- A professional service firm’s competitors almost immediately laid off employees and reduced salaries. Although it was gut-wrenching, the CEO of my client’s firm decided not to make any reductions. Recently I asked, “Now that we’re past the worst of it, how do you feel about your decision?” He responded, “It was the right thing to do!”
- Another client, whose manufacturing plant could have remained open due to some “essential service” customers, closed his facility because the CEO was very concerned about his workers contracting the virus. But that wasn’t all he did for his team. He continued to pay all salary and hourly workers during the stay-at-home executive order. Really!
- Finally, the owners of an essential service client decided to provide his $12-13 per-hour workers with a $1,000 bonus. It gets better. The CEO and two other top executives personally handed the bonus checks to their 500 hourly employees working all over Michigan and thanked them for their service to the company, especially during these difficult times.
Every company I’ve ever known says it really values its employees. These three owners proved it, just like Plante Moran did back in 1983.
My question for you would be: Can you substantiate with real evidence that your employees are important to you?
If you have any cool stories about something that occurred during the pandemic, I would love to hear them.
Recently, a client was telling me a story about a staff member who had left his company. He said, “Yeah, now I have a new client.”
When this staff member, a recent college graduate, started with my client’s company five years ago, his wardrobe was seriously lacking (editorial comment: At this point, I had no idea where this was going). My client said the new staff member was very smart and hard-working, but his sloppy appearance detracted from his overall effectiveness. So, one day, my client gave the staff member an envelope and said, “Why don’t you take the afternoon off and go shopping?” Inside the envelope was a list of suggested business clothing and enough cash to purchase the items. Wow, what a great story! But that was only the beginning.
My client told me that, more than 20 years ago, his mentor had given him an envelope with a business apparel shopping list and the necessary cash. My client went on to say he still has lunch with his now-retired mentor, and shared that the long-ago action had such a positive impact on him, he’s paid it forward with a number of junior associates over the course of his career.
The story gets even better. He said, “I now have five clients who were former colleagues, and at some point I helped them all with their wardrobes.”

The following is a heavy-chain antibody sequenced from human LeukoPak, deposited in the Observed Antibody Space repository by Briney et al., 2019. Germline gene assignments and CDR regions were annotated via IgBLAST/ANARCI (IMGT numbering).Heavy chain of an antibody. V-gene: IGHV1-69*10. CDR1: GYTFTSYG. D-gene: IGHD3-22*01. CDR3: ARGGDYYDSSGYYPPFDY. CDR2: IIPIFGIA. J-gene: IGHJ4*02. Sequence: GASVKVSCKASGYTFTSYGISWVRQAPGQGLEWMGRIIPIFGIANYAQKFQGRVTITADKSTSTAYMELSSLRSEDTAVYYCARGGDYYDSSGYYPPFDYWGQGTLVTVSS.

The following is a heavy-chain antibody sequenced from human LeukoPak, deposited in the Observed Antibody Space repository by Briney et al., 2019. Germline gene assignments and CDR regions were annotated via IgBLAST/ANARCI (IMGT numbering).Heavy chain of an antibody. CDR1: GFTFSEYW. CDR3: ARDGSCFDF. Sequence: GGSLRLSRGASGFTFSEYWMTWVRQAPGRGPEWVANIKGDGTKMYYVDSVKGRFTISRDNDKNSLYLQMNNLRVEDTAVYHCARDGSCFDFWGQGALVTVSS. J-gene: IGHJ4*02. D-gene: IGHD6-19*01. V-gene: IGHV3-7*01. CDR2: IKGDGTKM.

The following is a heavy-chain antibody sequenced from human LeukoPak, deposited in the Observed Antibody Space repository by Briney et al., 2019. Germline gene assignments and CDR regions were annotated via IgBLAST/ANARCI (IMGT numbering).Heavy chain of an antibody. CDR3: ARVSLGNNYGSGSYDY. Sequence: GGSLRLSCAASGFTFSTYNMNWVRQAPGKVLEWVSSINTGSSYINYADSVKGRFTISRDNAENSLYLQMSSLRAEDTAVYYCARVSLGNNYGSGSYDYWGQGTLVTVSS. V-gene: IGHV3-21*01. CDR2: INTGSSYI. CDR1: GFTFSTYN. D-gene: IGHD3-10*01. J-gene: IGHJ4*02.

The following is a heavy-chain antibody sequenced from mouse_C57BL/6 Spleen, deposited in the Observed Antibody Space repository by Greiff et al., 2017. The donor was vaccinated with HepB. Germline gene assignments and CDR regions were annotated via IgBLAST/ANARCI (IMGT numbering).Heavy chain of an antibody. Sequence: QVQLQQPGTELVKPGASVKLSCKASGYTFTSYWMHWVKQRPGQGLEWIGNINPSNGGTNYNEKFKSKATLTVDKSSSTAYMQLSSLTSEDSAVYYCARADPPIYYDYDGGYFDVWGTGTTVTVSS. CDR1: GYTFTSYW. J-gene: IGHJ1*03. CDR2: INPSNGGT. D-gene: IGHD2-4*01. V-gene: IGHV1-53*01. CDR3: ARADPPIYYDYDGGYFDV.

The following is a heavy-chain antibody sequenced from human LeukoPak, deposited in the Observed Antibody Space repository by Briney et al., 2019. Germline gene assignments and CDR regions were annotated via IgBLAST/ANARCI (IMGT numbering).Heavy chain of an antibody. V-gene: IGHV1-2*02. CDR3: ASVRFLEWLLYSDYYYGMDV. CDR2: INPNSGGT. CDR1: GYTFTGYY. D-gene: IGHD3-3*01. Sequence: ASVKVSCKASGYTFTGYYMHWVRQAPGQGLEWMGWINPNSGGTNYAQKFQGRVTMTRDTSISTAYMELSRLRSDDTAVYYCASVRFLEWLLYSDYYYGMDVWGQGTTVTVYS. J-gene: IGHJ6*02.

Wow — what a great story about mentoring, re-recruiting, and new business development all in one.
This blog is a follow-up to my last post, which highlighted the common issues Mike Weinberg, author of Sales Management Simplified,
experiences when he works with his clients.
Part Two – Practical Help and a Simple Framework to Get Exceptional Results
- The 4 Rs of sales talent management: Put the Right People in the Right Roles, Retain Top Producers, Remediate or Replace Underperformers, and Recruit.
- If I confidentially polled your salespeople, would the majority say the leadership of your company is “for” the salespeople or against them?
- According to Weinberg, sales managers “invest” (waste) most of their time: They’re slaves to emails, they have a ridiculous number of meetings, they get caught up playing assistant general manager, they focus too much on administrative items and unnecessary reports, and they don’t protect their calendars.
- Sales managers’ top three activities should be: 1) Conducting monthly one-on-one meetings with individual salespeople, 2) Leading sales team meetings, and 3) Working alongside (observing, coaching, helping) salespeople when they’re with customers and prospects.
- During monthly 20-minute one-on-one meetings: 1) Compare actual sales results with goals, 2) Quickly review the salesperson’s pipeline of potential deals and sales opportunities, 3) Review sales activity going forward, especially in situations where the salesperson fails the first two tests.
- Two great sales activity questions to ask: 1) Can you name the new opportunities that are in your pipeline that weren’t here last month? 2) Can you name the existing opportunities that you moved forward in the sales process since last month?
- Sales team meeting agenda potential items: 1) Give brief personal updates, 2) Review sales results and highlight outstanding performance, 3) Share stories, 4) Conduct product training, 5) Share best practices, 6) Brainstorm deal strategies, 7) Have an executive or other department guest presentation, 8) Conduct a book or blog review, 9) Work on sales skill coaching/training, 10) Give business plan presentations, 11) Have a brief, controlled bitch session, 12) Share some non-sales-related inspiration, and 13) Talk about takeaways.
- Riding along with your salespeople provides an opportunity to observe them in action.
- Working in the field presents a priceless opportunity to coach a salesperson before and after sales calls.
- Windshield time and mealtime provide a rare opportunity to learn more about your salespeople; this will make you a more effective sales manager.
- Getting out of the office provides you with a firsthand look at what’s taking place in the market.
- Fieldwork helps you develop important relationships with key customers.
- When with your salesperson, be present with your salesperson.
- Don’t do your salesperson’s job.
- Free up your excellent sales hunters so they can maximize their time hunting.
- Most sales managers wait too long to address underperformers.
Hopefully you’ve identified a tip or two that you can incorporate into your business. My suggestion would be to get a copy of Sales Management Simplified and use it like an owner’s manual. Pull it out when you have a specific issue with your sales team, and take advantage of Weinberg’s wisdom on the subject. He obviously has seen it all.